On this beautiful sunny day, it seems very apt to be posting about two brilliant new books by Andy Seed that celebrate nature and the world of fun that can be had outdoors.  And to tell you all about them in a guest post is my husband, Mr Dilly. When these arrived via bookpost he was quick to grab them from the TBR pile. Such was his enjoyment of them he wanted to share it with everyone, so welcome Mr Dilly and thank you for joining the blog today!

“Thank you for having me! When I was a child, I spent a lot of time playing with my friends and family – outside. Be it with cobbled together ‘guns’ and re-enacting famous battle scenes from bits of wood my dad had left lying around; riding our bikes down all kinds of slopes and frequently crashing headfirst into things; sledging down icy slopes on bits of polythene sheeting until our backsides were frozen, not really thinking of the barbed wire fence promising imminent injury at the bottom of our triumphant sledge runs!

I’m sure some of these things will spark similar memories from most of a certain age. Talking to my father, his childhood wasn’t much different in the sense that so much time was spent playing outside. That’s been the way for generations. For today’s age the lure of screens seems to have put an end to much of this, a huge shame, as staying inside and playing with what is essentially someone else’s imagination and not our own is not our ‘natural’ game.

So on the back of this comes two books from Andy Seed that I can’t recommend enough, ‘The Anti Boredom Book of Brilliant Outdoor Things To Do‘ (illustrated by Scott Garrett, published by Bloomsbury) and ‘Nutty Nature Facts and Jokes’ (illustrated by Sarah Horne, published by Nosy Crow in association with The National Trust). The perfect antidote to anyone who thinks playing outside is boring and sees nothing fun in nature. Full of ideas, fun facts, jokes and complemented with fantastic illustrations they are a great way to entertain the kids (and yourself!).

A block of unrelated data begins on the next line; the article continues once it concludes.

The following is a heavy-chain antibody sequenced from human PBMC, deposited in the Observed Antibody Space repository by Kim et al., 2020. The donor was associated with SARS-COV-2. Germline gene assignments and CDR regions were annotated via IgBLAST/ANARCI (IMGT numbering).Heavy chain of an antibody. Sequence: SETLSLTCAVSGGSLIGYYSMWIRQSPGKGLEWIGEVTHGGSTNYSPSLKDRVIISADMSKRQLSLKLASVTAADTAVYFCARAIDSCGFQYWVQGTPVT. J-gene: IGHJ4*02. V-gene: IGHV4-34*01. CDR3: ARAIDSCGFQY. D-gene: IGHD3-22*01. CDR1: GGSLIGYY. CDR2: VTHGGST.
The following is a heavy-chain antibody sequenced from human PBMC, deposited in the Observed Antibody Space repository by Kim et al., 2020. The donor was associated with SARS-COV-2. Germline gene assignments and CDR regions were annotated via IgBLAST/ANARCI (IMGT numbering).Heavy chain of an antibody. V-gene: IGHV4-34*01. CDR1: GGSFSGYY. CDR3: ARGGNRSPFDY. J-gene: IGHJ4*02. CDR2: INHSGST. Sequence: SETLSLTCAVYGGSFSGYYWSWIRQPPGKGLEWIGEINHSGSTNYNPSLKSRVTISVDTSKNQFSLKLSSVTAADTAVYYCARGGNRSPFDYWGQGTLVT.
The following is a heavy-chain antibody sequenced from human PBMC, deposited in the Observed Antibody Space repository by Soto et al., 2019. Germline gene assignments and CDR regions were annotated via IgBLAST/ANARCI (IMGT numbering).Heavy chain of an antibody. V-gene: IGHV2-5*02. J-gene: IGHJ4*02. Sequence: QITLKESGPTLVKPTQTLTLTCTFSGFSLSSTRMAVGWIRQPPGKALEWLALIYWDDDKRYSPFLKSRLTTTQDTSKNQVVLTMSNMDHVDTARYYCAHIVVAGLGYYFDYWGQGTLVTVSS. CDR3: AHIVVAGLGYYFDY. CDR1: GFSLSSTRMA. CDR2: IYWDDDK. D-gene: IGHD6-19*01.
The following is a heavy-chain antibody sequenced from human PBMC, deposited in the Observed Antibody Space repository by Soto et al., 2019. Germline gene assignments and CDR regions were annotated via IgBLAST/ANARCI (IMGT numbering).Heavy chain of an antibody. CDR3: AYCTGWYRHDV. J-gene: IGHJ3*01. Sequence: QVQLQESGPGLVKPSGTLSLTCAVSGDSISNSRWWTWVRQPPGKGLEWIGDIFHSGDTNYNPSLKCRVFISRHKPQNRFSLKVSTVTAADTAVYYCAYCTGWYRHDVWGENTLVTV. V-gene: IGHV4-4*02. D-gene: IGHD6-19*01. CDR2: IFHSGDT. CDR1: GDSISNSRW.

‘The Anti Boredom Book of Brilliant Outdoor Things To Do‘  has games galore to play outdoors.’ Blind Man’s Splash ‘ sounds great fun, and will be happening in my household when things warm up a bit…blindfolds and water pistols: what’s not to like?! Then there are things to make such as giant bubbles, which I did with my nephew, niece and son, just pure fascination and joy from them as they all competed to make the biggest bubble! There are so many activities and ideas all put together in fun and accessible way for all the family no matter what their age. Next up for my family…build a bivouac…yes I had no idea what one was either!

‘Nutty Nature Facts and Jokes’.  Well all I can say is me and my 7 year old son sat down to read this and ended up in floods of tears of laughter – his favourite joke? “How do you keep flies out of the kitchen? Put a bucket of poo in the living room’. Childish right? But that’s the point, and what an antidote to much of the other imagery floating about and aimed supposedly at kids nowadays. This book was just hilarious in parts, fascinating as well, with so many interesting facts alongside the jokes. Easy to pick up and flick though for children aged 5 onward – I say onward because I have considerable years on that and found it fantastic! On that note, I leave you with another joke: ‘Famous people who love nature – Elvis Parsley’….Elvis has left the building, and so should you; take the kids and buy these books and then get outside. You won’t regret it!”

Thank you Mr Dilly.  I will add that, to see anyone (but of course especially family) enjoying books in the way mine enjoyed these two books is quite simply a joy!  

Find out more at www.andyseed.com, www.sarahhorne.co.uk and www.garrettworld.co.uk

With thanks to Bloomsbury and Nosy Crow for sending these great books for review.